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Panelists Call for Inclusion and Accessibility to Fix Broken Aid Systems

February 10, 2021 by Victoria Turner
Francis Stallings tapes signs to her car before participating in a caravan rally down the Las Vegas Strip in support of extending the $600 unemployment benefit, August 6, 2020 in Las Vegas, Nevada. (Bridget Bennett/AFP via Getty Images/TNS)

The novel coronavirus pandemic has exposed and aggravated long standing weaknesses in the nation’s housing assistance and unemployment insurance systems, safety nets intended to aid the most vulnerable communities, according to participants in an event sponsored by the New America Practice Lab.

During the event, which was held Tuesday, speakers called for simplifying the systems to make them accessible for all, educating communities on what aid is available to them and ensuring that the relief reaches the most vulnerable.

Tara McGuinness, fellow and senior adviser to the New America Practice Lab, pointed out that the Black, brown and Latino communities face more difficulty in receiving unemployment benefits “compared to their White counterparts.” 

White workers make up 78% of the unemployment insurance recipients, despite being only 50% of the unemployed workers. Black and Latino workers, on the other hand, make up 40% of those unemployed but receive less than 20% of jobless benefits.

A New America Lab research investigation on housing loss in the Sun Belt found three challenges in key “demographic variables” making it difficult for renters and homeowners seeking assistance: bad data, extreme inequities among those suffering housing loss and poor delivery of aid. 

According to the co-authors, those most affected are Black households, those without health insurance, those needing public transportation to commute to work and single-parent households.

Also, strict eligibility requirements and “extensive documentation,” frequently make housing aid inaccessible for the most vulnerable, with the co-authors noting especially deficient deployment of pandemic-related relief and lack of tenant education on available assistance.The authors proposed policy solutions that would simplify the application process, straight-to-tenant fund disbursement, bolstering tenant protections, and “robust outreach” to the at-risk communities.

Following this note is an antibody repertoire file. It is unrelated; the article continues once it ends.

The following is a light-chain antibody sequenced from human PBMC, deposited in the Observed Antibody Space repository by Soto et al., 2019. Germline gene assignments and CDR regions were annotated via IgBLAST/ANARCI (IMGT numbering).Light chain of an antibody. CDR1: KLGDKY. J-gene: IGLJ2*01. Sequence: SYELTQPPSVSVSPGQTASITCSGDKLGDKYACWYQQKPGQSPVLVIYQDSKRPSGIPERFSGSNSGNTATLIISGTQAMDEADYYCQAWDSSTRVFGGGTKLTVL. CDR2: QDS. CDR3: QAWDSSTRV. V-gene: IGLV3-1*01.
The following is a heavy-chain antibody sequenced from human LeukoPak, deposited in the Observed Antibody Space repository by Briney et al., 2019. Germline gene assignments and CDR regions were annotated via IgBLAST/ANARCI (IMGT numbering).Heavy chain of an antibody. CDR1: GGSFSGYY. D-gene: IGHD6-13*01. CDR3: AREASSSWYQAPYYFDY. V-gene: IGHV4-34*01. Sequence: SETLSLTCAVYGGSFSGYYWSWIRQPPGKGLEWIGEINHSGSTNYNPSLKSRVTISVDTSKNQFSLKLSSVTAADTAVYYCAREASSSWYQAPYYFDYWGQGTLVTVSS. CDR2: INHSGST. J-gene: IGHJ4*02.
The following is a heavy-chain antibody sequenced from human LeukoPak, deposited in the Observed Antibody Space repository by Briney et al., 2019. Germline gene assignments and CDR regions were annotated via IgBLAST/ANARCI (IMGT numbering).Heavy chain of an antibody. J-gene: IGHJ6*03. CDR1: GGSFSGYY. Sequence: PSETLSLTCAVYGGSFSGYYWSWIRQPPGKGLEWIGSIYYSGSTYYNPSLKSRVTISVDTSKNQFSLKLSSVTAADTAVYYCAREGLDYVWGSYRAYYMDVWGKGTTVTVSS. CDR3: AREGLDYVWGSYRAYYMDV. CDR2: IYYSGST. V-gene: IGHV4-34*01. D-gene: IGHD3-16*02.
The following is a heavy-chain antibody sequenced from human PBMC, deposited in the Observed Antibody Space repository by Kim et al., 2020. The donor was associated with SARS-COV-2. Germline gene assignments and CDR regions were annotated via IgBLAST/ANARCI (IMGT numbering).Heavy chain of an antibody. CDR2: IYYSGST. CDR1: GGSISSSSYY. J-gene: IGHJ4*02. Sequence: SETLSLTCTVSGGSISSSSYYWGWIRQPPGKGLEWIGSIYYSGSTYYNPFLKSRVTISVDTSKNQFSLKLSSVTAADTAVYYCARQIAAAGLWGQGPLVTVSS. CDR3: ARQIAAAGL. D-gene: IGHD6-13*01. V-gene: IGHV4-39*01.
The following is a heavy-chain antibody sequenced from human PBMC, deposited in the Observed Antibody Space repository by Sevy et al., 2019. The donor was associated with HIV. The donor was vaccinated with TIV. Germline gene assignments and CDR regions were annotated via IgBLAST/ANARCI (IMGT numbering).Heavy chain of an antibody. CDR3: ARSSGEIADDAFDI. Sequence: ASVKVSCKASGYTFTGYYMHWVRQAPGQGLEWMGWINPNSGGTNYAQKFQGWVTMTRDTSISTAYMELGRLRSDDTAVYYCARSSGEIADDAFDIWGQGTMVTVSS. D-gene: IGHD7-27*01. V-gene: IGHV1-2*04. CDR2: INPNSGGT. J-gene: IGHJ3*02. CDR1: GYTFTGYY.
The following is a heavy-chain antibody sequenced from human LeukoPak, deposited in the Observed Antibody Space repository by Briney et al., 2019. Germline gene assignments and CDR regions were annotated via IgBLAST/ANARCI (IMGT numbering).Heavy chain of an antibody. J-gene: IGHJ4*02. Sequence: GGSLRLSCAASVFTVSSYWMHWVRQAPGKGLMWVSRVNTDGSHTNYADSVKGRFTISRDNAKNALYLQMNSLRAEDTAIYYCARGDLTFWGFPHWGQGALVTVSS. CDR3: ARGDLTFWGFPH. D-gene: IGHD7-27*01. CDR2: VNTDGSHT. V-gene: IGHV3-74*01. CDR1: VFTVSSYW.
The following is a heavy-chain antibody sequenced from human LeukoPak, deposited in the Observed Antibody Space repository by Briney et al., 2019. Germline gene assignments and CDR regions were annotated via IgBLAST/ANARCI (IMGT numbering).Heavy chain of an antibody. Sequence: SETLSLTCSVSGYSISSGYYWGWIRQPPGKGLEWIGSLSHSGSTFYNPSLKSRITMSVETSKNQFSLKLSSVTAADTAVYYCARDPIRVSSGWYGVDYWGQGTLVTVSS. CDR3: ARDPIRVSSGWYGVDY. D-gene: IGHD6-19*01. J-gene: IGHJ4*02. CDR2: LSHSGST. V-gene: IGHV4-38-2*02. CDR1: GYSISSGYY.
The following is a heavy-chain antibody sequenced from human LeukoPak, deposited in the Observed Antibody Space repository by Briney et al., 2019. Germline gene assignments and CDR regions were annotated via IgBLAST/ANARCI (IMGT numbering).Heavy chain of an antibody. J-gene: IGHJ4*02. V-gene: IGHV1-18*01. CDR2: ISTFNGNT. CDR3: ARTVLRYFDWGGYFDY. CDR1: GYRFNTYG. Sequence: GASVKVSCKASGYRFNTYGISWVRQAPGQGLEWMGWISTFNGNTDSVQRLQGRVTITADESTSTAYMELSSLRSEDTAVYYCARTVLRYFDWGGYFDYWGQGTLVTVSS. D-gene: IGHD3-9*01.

Monee Fields-White, co-author and presenter of a second New America report entitled “Unpacking Inequities in Unemployment Insurance,” said that racial and economic disparities were built into the unemployment insurance system “from its inception” in 1935.

These disparities included the exclusion of agriculture and domestic workers, the vast majority of whom were Black. 

A series of “compounding inequities” has followed and continues to affect workers of color and lower-wage workers to this day. 

For instance, the report says, despite nationwide initiatives to upgrade computer systems across the board and moving all government services online, many unemployed workers looking for assistance have still encountered a number of “roadblocks” in applying – from websites crashing to many websites not being mobile-friendly. 

“It could be as simple as where you live,” Fields-White said, with Southern states usually having fewer benefits and stricter job-search requirements than other regions of the country. 

“Making the program available is 20% of the job to be done,” said Maurice Jones, president and CEO of Local Initiatives Support Corporation, during the panel discussion. The other 80% is to assist people in accessing the program, he said.

“What people need to do is be much more inclusive in the front-end,” he said.

Michele Evermore, senior policy analyst at the National Employment Law Project, believes there is a need to “build some degree of federalization” into the system, as many who received pandemic-related aid did not even qualify for jobless benefits in many states. 

She feels that unemployment insurance “[destroys] communities” if improperly implemented. 

This disconnect between the systems and the communities they are supposed to serve was also present in the “pre-existing housing crises,” said Rebecca Yae, senior research analyst at the National Low Income Housing Coalition.

She pointed out that the first pandemic relief package, passed by Congress last March, did not include funding for rental or housing aid.

The panelists said they hope that President Biden’s focus on improving existing programs and implementing new ones “places attention on reaching people,” with McGuinness noting that Biden had previously seen “the distance” it took for a law to become implemented after being passed.

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